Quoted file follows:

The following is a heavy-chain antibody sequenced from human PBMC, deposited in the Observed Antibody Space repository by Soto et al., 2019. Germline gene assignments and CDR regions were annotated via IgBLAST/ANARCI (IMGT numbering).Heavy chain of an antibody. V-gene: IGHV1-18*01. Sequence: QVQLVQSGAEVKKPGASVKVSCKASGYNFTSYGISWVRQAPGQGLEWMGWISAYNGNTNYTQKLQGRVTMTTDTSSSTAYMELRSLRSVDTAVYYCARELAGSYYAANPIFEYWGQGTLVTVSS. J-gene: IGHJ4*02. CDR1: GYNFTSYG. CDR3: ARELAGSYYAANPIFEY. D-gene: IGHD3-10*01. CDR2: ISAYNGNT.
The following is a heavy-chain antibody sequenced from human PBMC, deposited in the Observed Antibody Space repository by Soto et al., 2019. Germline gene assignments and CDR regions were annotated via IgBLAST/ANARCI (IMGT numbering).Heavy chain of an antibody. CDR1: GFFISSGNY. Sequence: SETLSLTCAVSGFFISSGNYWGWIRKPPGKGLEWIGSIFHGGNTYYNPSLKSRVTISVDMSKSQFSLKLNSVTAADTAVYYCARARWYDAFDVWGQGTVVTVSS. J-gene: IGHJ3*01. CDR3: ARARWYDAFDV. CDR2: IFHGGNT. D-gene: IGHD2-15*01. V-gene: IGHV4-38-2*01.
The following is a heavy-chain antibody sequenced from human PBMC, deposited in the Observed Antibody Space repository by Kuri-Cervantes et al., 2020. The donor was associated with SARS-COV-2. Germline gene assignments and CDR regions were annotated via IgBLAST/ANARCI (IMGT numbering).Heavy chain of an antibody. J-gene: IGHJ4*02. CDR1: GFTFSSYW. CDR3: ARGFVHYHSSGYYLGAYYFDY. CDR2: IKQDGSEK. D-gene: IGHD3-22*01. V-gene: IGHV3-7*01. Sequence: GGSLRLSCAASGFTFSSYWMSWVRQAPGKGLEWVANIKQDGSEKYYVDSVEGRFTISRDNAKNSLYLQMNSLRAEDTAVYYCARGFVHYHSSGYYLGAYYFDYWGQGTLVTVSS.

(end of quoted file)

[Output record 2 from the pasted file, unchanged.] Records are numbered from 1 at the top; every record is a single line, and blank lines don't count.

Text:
The following is a heavy-chain antibody sequenced from human PBMC, deposited in the Observed Antibody Space repository by Soto et al., 2019. Germline gene assignments and CDR regions were annotated via IgBLAST/ANARCI (IMGT numbering).Heavy chain of an antibody. CDR1: GFFISSGNY. Sequence: SETLSLTCAVSGFFISSGNYWGWIRKPPGKGLEWIGSIFHGGNTYYNPSLKSRVTISVDMSKSQFSLKLNSVTAADTAVYYCARARWYDAFDVWGQGTVVTVSS. J-gene: IGHJ3*01. CDR3: ARARWYDAFDV. CDR2: IFHGGNT. D-gene: IGHD2-15*01. V-gene: IGHV4-38-2*01.